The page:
Moorland Walker Tors

The Whitehorse Hill Cist and death on the moor!

Now, the other day I came across a highly entertaining blog called “Two Blondes Walking” and one particular post mentioned a book called Dartmoor 365, by John Howard. Remembering I had a copy on my shelf, I took it down and started browsing.

The area of Dartmoor is 365 square miles, and the author cleverly manages to find something interesting to find within each square mile. Some of these are difficult to find, some rely heavily on a bit of good fortune, whilst some are obvious and if you miss them you should not really be allowed out on your own, let alone go traipsing across the moors.

Almost at once, I was inspired to use it to plan a route for the weekend. Question was; where do I start from? Well, in another post, the Two Blondes mentioned they had some difficulty finding a monument to some fellow called William Donaghy, thanks to overgrown gorse bushes, and they came away empty handed. That got me to thinking it was worth a crack at finding it.

I had set out a route to take; one that would tick off a few squares whilst at the same time, allow me to have a nose at the latest archaeological find on Whitehorse Hill.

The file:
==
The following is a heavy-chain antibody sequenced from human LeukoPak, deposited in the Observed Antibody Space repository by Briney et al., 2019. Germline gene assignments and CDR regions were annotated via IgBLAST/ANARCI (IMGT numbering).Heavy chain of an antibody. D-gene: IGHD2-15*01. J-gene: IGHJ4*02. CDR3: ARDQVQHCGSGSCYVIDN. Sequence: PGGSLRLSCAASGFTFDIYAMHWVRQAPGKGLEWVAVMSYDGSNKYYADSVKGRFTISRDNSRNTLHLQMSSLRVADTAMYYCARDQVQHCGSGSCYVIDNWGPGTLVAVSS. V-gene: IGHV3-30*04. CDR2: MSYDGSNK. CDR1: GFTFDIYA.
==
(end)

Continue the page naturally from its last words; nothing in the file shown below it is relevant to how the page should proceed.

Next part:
What I needed to make this little treasure hunt successful was some clement weather. When I pulled up at Postbridge, after a mandatory breakfast at The Fox Tor Cafe, it was cold, but dry and signs were promising.

I took a familiar route up over Broad Down, and down to the East Dart Waterfall; my first square ticked off on the walk.

Statts House

I crossed the falls easily, and started up onto Winney’s Down, where I expected the terrain to get tougher. What soon became apparent was the firmness of the ground underfoot; the land was frozen. As I traipsed over bogs of sphagnum that would usually have me sinking up to my knees, my confidence grew with each footfall, and it made for easy walking.

I found my second square; Statt’s House and took a break. I went inside and huddled around the fireplace warming my hands..

Statts House fireplace

..Well, I can dream! Built a couple of hundred years ago, by Peat Cutters, it is a remote spot and testament to the hardy souls that stayed here for days on end to carry out their work. It was little effort to Quintins Man; a large hollowed out cairn which proves a good place to get out of the wind when the weather is playing up.

I could have followed the path directly up to Whitehorse Hill, but I veered left to find an old peat pass; designed to allow hunting and cattlemen safer passage through the quagmire, and a stone that is a memorial to its creator, Frank Phillpotts.

Next up, was Whitehorse Hill. Recently, in the news because of the significant archaeological find made here, I was hopeful I could find the cist that was making the headlines. It was surprisingly straightforward to locate!

Whitehorse Hill Cist